SEPARATION is one of war’s terrible wages.

But French director Jean Pierre Jeunet’s A Very Long Engagement tells the story of hope after the dreadful Great War. Jeunet, famous for directing Amélie, reunites with Amélie star, Audrey Tautou, in this adaptation of Sébastian Japrisot’s novel about a polio-stricken young woman bent on unearthing, against all odds, the mystery of her fiancé’s disappearance after the final battle of Germany and France in 1917.

When lovers Manech (Gaspard Ulliel) and Mathilde (Tautou) are forced to separate when he leaves to fight for France, she clings to the hope and an intuition that her fiancé would come back. After the war, Mathilde is shocked to learn that Manech, along with four others, was sentenced to die in the crossfire for alleged self-mutilation.

This starts Mathilde’s long and optimistic search for her fiancé, whose death she refuses to accept. She hires a private investigator, Germain Pire (Ticky Holgado), to track down the people connected to Manech’s fate. She also does some probing of her own, accessing military archives and stealing confidential documents about Bingo Crepúscule, the trench where the condemned were set off to meet their fate.

Mathilde’s search is propelled by superstition, anything that would give her a sign that Manech is alive. From trying to see if she could finish peeling an apple without breaking the fruit’s skin to reaching a bend by using a shortcut before a car does, Mathilde’s wire of hope is stretched taut, and when it snaps she struggles to tie it back again.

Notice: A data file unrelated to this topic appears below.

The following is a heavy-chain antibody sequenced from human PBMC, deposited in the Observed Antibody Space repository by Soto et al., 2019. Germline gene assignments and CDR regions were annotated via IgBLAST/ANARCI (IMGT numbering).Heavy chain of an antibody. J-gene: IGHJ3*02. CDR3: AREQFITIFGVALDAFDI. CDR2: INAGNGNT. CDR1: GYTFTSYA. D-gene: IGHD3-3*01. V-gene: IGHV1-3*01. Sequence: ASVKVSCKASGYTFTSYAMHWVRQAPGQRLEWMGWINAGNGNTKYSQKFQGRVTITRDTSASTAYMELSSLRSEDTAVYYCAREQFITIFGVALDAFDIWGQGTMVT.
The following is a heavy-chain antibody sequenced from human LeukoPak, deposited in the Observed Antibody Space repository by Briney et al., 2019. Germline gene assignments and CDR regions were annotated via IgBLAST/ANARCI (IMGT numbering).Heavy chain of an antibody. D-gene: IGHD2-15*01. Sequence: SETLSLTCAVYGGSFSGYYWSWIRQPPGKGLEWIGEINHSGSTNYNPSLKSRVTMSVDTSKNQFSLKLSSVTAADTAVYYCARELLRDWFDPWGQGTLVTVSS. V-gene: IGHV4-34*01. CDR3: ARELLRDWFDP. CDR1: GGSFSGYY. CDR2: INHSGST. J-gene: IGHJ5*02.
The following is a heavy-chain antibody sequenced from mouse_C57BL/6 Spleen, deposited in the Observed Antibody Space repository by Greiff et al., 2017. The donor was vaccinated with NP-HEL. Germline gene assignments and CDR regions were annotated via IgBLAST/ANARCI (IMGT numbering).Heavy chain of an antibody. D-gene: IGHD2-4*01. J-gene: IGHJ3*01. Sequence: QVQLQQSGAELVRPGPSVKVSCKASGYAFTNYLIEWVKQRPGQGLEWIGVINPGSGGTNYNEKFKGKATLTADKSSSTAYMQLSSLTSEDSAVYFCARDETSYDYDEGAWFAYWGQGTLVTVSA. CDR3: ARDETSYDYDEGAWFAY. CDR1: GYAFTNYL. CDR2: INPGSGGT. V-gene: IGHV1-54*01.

The occasional sepia cinematography effectively gives the film a nostalgic feel. The symbolic shots, such as the grass rippling gradually like waves and an albatross fighting against the direction of the wind, illustrate the strong emotions of the characters.

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Tautou effectively portrayed Mathilde’s persistence and hopefulness during her seemingly futile search. Mathilde, an ideal fiancée, is also a loving niece to the aunt and uncle who adopted her after her parents’ deaths, and a forgiving soul who does not resort to violence in avenging her fiancé.

The supporting cast was not lacking, either. Marion Cotillard, who plays Tina Lombardi, a woman likewise tracking down the fate of her lover, is stunning and deadly as a vengeful “officer killer.” Jodie Foster’s excellent acting and impeccable French accent make her cameo appearance memorable.

Ulliel was admirable as Tautou’s leading man, rendering both passion and innocence in his intimate moments with Tautou’s Mathilde. Their short-lived moments of intimacy are enough to establish a strong chemistry between the two actors. Particularly touching are the scenes in which he professes to feel Mathilde’s heart beating in his hand as his wound throbs, and his propensity for carving their initials everywhere after he loses his sanity. The scenes engage the audience enough as to make them hope that Mathilde’s search for him would be successful.

Audiences might find Mathilde’s investigation a bit tedious, since it involves a lot of characters whose narratives sometimes meet, overlap, and even confuse.

At face value, A Very Long Engagement is easily a sentimental but remarkable narrative of love and optimism amid the devastation of war. The film gives its audience a genuine romance without the fluff, making it, indeed, an ideal love story.

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